The time has come once again for the traditional call for new Signpost writers. We need you to keep the Signpost up-to-date and comprehensive. We have several pressing needs right now.
Earlier this year, we began experimenting with a "Discussion report" to summarize major new discussions about policy and project management. These reports proved useful and interesting, but it was too much work for too few volunteers. New editors willing to tackle the "Discussion report" would be most welcome.
"In the news" and the "Arbitration report" would benefit from more backup writers for when the current regulars have to miss a week on their beats. Extra backups or collaborators on the other beats would also be helpful.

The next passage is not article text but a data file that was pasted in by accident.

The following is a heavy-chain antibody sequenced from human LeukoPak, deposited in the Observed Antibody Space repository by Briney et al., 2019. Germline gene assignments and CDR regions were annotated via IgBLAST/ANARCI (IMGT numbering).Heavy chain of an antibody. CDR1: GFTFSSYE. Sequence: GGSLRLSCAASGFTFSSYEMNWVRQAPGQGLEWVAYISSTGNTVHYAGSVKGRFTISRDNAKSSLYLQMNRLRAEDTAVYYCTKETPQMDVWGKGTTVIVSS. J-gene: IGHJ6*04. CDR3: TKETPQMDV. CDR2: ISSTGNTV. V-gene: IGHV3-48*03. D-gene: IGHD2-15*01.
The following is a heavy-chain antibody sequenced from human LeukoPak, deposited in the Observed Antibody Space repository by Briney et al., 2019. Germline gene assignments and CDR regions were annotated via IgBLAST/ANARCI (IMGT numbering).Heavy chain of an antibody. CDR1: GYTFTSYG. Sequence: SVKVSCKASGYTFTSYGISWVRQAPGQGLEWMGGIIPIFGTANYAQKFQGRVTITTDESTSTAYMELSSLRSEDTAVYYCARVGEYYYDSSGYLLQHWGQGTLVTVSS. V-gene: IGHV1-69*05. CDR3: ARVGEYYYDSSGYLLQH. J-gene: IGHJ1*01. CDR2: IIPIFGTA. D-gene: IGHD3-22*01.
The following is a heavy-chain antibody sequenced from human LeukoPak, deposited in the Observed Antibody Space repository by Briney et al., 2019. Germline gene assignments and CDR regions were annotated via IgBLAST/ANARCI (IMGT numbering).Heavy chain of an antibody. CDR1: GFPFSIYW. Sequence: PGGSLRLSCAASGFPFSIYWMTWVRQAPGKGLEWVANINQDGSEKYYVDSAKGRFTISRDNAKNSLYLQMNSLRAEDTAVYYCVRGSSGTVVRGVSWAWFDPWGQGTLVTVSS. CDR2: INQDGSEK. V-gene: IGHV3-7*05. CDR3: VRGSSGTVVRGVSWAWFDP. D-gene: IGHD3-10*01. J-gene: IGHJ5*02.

You do not have to be a regular beat writer to contribute. There are many opportunities for one-off stories, so if you have an idea for a story or want to write one, please let us know. And if you leave well-formed news items at the tip line that can be included more-or-less verbatim, you may end up with a byline in "In the news" or "News and notes".
There are many recent and upcoming books about Wikipedia and its broader technical, political, and cultural contexts listed at the review desk, but reviewers are needed. Despite, or perhaps because of, the enormous increase in the availability of free information over the Internet, more books are being published than ever. Many of them have useful insights for our community, or interesting things to say about it. If you want to review one of the listed books, or know of another book you think the community might like to read about from a Wikipedian's perspective, please sign up. For new books, the Signpost can try to obtain free review copies, and multiple reviewers can sign up for the same book.